The relationship of human papillomavirus-related cervical tumors to cigarette smoking, oral contraceptive use, and prior herpes simplex virus type 2 infection.Cancer Epidemiol Biomarkers Prev 1996; 5(7):541-8CE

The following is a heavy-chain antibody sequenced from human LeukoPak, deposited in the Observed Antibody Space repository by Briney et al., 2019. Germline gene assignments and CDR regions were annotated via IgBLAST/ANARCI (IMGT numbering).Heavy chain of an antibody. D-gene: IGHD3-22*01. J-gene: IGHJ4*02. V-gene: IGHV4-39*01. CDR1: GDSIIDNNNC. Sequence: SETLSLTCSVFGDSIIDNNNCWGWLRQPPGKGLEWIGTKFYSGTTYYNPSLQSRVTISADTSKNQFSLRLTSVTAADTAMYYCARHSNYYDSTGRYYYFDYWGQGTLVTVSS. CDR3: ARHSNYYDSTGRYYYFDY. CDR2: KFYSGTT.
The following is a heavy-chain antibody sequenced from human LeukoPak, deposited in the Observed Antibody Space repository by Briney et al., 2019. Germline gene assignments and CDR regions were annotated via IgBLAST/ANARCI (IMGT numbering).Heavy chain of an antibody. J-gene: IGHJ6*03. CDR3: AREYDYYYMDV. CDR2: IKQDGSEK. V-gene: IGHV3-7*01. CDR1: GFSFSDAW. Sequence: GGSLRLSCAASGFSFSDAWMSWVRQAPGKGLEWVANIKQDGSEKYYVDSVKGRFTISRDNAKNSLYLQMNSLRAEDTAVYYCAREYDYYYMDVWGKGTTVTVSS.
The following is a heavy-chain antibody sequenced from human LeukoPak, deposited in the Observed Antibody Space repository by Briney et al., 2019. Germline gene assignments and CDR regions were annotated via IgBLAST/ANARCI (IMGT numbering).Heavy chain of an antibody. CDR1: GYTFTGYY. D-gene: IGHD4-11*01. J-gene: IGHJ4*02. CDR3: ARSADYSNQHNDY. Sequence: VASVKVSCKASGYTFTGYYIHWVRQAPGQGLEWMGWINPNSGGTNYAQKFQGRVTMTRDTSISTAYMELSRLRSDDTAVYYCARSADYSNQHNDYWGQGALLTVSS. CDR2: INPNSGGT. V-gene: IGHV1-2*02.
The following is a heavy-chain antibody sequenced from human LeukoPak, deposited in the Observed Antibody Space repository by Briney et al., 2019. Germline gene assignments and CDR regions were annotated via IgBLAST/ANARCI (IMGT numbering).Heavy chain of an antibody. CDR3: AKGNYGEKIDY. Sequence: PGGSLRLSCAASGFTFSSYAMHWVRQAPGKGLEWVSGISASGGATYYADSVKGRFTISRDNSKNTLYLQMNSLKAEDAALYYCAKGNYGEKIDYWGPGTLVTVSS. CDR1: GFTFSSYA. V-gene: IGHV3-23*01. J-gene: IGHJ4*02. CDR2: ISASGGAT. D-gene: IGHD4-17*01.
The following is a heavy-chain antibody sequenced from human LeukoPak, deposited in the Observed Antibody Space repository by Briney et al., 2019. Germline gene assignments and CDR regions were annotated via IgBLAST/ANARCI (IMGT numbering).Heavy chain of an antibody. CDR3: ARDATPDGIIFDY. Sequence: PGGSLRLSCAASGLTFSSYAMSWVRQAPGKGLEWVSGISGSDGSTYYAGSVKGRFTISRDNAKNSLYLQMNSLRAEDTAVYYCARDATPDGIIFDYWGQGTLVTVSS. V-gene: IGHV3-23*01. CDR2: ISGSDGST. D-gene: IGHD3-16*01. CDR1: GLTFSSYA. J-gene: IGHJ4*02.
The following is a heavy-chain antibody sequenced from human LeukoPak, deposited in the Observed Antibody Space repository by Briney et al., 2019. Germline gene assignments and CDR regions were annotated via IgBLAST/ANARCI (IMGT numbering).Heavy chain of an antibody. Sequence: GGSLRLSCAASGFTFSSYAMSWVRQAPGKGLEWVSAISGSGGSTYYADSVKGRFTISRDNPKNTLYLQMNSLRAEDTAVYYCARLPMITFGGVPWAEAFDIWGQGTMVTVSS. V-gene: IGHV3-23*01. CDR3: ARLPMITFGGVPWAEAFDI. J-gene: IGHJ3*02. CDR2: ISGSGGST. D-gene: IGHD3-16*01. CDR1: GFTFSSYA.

It has now been established that infection with human papillomavirus (HPV) is necessary for the development of most cervical cancers. HPV is not sufficient for the development of cancer. Other exposures or host factors are necessary for cancer to occur. As part of an ongoing, population-based case-control study of invasive cervical cancer, we investigated the role of cigarette smoking, oral contraceptive (OC) use, and herpes simplex virus type 2 (HSV-2) as potential cofactors with HPV in the development of cervical cancer. Residents of three counties in western Washington State who were diagnosed with invasive squamous cell cervical cancer (n = 314) from January 1986 through December 1992 were interviewed about their sexual, reproductive, contraceptive, and cigarette smoking histories. Similar information was obtained from control women identified through random digit dialing (n = 672). The sera from 206 cases and 522 controls were tested for both HPV 16 capsid antibodies and HSV-2 antibodies. PCR was used to test paraffin-embedded tumor tissues for the presence of HPV DNA types 6, 16, 18, 31, 33, 35, and 39. Women with cervical cancer were more likely to be current smokers at diagnosis than population controls [relative risk (RR), 2.5; 95% confidence interval (CI), 1.8-3.4]. The risk associated with smoking was present to a similar extent among women positive and negative for HPV as measured by HPV 16 capsid antibodies and HPV DNA in the tumor tissue (cases). OC use was only important if first use was at an early age, particularly ages < or = 17 years (RR, 2.3; 95% CI, 1.4-3.8). There was only a slight risk for cervical cancer associated with antibodies to HSV-2 (RR, 1.2; 95% CI, 0.9-1.7). However, when we stratified by markers of HPV exposure, we found a significant increase in risk associated with HSV-2 among women negative for HPV 16 antibodies (RR, 2.0; 95% CI, 1.3-3.0), which was strengthened when we confined our analysis to cases whose tumors were HPV DNA negative (RR, 3.6; 95% CI, 1.6-8.0). There was no indication that cigarette smoking, OC use, or HSV-2 infection influence the ability of HPV infection to cause invasive cervical cancer. OC use may only be important in the etiology of invasive squamous cell cervical tumors if the use occurs at a critical time in the development of a woman's reproductive tract, at ages < or = 17 years. The majority of risk associated with HSV-2 was confined to HPV-negative tumors, indicating a possible separate pathway to disease that may account for 5-10% of invasive cervical cancers.